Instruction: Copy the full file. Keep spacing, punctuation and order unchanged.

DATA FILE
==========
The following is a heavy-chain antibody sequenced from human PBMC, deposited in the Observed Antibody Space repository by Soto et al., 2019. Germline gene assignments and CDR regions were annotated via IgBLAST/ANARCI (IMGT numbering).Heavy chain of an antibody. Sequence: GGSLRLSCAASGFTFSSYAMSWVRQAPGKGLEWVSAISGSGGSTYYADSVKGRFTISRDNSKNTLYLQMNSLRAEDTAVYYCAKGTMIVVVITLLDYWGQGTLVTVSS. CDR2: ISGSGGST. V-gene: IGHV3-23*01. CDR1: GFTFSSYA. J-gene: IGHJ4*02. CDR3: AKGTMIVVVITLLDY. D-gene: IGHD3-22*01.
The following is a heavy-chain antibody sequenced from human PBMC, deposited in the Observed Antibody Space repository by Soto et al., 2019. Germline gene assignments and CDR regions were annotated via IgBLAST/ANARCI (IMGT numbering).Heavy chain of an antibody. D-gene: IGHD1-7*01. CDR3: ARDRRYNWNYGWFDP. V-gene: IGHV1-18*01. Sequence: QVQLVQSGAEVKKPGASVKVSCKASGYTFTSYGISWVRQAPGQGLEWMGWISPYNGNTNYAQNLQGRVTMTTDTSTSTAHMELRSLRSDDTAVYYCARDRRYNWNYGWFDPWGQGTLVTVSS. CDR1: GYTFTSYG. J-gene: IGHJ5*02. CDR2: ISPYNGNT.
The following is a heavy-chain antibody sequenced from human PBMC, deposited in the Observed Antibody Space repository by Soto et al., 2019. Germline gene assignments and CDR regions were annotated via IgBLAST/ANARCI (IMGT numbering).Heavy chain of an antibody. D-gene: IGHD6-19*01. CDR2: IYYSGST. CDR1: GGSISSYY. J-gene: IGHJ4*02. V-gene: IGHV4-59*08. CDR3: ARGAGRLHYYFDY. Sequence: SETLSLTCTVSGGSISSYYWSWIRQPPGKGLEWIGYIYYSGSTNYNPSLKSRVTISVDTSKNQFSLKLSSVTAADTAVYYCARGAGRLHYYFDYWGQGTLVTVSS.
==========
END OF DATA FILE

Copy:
The following is a heavy-chain antibody sequenced from human PBMC, deposited in the Observed Antibody Space repository by Soto et al., 2019. Germline gene assignments and CDR regions were annotated via IgBLAST/ANARCI (IMGT numbering).Heavy chain of an antibody. Sequence: GGSLRLSCAASGFTFSSYAMSWVRQAPGKGLEWVSAISGSGGSTYYADSVKGRFTISRDNSKNTLYLQMNSLRAEDTAVYYCAKGTMIVVVITLLDYWGQGTLVTVSS. CDR2: ISGSGGST. V-gene: IGHV3-23*01. CDR1: GFTFSSYA. J-gene: IGHJ4*02. CDR3: AKGTMIVVVITLLDY. D-gene: IGHD3-22*01.
The following is a heavy-chain antibody sequenced from human PBMC, deposited in the Observed Antibody Space repository by Soto et al., 2019. Germline gene assignments and CDR regions were annotated via IgBLAST/ANARCI (IMGT numbering).Heavy chain of an antibody. D-gene: IGHD1-7*01. CDR3: ARDRRYNWNYGWFDP. V-gene: IGHV1-18*01. Sequence: QVQLVQSGAEVKKPGASVKVSCKASGYTFTSYGISWVRQAPGQGLEWMGWISPYNGNTNYAQNLQGRVTMTTDTSTSTAHMELRSLRSDDTAVYYCARDRRYNWNYGWFDPWGQGTLVTVSS. CDR1: GYTFTSYG. J-gene: IGHJ5*02. CDR2: ISPYNGNT.
The following is a heavy-chain antibody sequenced from human PBMC, deposited in the Observed Antibody Space repository by Soto et al., 2019. Germline gene assignments and CDR regions were annotated via IgBLAST/ANARCI (IMGT numbering).Heavy chain of an antibody. D-gene: IGHD6-19*01. CDR2: IYYSGST. CDR1: GGSISSYY. J-gene: IGHJ4*02. V-gene: IGHV4-59*08. CDR3: ARGAGRLHYYFDY. Sequence: SETLSLTCTVSGGSISSYYWSWIRQPPGKGLEWIGYIYYSGSTNYNPSLKSRVTISVDTSKNQFSLKLSSVTAADTAVYYCARGAGRLHYYFDYWGQGTLVTVSS.